This led to a fair amount of press for the Saddle Creek Records indie-darling, allowing the albums to chart at 10th (I'm Wide Awake) and 15th (Digital Ash), on the Billboard charts, a fair feat for an indie. Except when you stop to notice that the albums were released on January 15th. Here's a tidbit for those who may not know: no one who is anyone releases an album in January. Or February for that matter. Even March is dicey. These are absolute dead times in retail, as consumers are still busy paying off the debts they accrued in December. So this is where most labels dump releases that they don't believe in, and the odd enterprising smaller artist will try and capitalise on the lack of competition for rack space and media time. Which is precisely what I think Bright Eyes did here, to brilliant effect.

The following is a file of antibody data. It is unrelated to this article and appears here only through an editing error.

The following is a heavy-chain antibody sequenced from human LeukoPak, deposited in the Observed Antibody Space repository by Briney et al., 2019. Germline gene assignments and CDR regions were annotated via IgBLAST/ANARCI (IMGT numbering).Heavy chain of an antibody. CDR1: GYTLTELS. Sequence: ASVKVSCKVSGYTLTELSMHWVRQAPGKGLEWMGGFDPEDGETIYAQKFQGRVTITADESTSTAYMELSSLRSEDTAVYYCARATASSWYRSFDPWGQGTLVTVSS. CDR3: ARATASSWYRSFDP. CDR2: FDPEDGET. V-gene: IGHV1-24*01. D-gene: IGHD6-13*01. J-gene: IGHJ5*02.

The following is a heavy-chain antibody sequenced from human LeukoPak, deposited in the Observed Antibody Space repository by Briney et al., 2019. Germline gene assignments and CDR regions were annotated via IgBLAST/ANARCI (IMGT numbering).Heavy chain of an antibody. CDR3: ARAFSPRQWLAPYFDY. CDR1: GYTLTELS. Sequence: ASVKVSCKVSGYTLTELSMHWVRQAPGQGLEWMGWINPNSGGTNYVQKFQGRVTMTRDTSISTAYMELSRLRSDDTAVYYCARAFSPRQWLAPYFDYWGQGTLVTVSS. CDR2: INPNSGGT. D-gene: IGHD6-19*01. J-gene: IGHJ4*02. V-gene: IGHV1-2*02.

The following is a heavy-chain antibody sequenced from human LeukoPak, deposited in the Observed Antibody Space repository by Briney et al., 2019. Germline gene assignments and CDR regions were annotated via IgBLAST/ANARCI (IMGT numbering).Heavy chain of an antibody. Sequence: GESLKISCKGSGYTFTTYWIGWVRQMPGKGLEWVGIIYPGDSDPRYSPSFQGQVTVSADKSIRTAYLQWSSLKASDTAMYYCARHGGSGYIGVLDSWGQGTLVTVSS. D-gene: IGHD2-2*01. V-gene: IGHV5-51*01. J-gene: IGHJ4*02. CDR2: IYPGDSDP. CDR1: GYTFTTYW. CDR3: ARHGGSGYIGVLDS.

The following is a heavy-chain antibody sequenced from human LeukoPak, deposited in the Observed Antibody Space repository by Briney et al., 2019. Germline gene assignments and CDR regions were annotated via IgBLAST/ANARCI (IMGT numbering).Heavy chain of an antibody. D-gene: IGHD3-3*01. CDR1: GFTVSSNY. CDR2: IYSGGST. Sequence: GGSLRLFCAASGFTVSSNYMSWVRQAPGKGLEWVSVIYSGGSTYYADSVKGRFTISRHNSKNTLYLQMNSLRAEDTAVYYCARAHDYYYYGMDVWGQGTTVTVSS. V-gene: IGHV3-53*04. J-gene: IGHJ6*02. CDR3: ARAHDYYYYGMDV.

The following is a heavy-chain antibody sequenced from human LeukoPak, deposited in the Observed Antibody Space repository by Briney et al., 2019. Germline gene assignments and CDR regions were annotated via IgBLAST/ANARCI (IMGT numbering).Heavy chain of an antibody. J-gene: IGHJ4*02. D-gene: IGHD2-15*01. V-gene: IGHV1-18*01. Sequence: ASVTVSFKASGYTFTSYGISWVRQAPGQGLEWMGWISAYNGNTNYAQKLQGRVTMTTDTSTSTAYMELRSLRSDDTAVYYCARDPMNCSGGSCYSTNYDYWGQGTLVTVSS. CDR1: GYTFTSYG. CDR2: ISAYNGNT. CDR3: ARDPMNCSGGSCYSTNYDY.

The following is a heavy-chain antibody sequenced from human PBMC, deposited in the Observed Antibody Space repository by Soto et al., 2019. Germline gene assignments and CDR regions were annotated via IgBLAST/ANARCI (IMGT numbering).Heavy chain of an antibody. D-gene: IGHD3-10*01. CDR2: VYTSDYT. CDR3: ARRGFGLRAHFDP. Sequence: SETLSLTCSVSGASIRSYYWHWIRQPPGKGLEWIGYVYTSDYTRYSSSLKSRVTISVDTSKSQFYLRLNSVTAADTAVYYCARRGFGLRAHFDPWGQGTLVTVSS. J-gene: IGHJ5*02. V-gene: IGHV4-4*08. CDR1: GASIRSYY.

Because there are next to no new releases to speak of at the beginning of the year, music publications strain for things to write about in the early months. So Bright Eyes release not one, but two new albums, and suddenly, Oberst is on the covers of magazines, with feature articles in others, and before you know it, everyone is calling him the best American songwriter since Bob Dylan (or, Bruce Springsteen if you prefer...). Which leaves me a little conflicted. On the one hand, I am a fan of Bright Eyes, and do think Oberst to be a brilliant lyricist at times. On the other hand... let's calm down for a moment shall we? One minute, he's the next Chris Carrabba, the next, he's the next John Lennon.

Unfortunately, the evidence behind this sudden light year jump ahead in praise, the acoustic-based I'm Wide Awake, It's Morning, and the electronic-based Digital Ash in a Digital Urn don't back up these exaggerated claims. Despite their differences in scope and style, each suffers from the same problems, which are the same problems all Bright Eyes albums suffer from.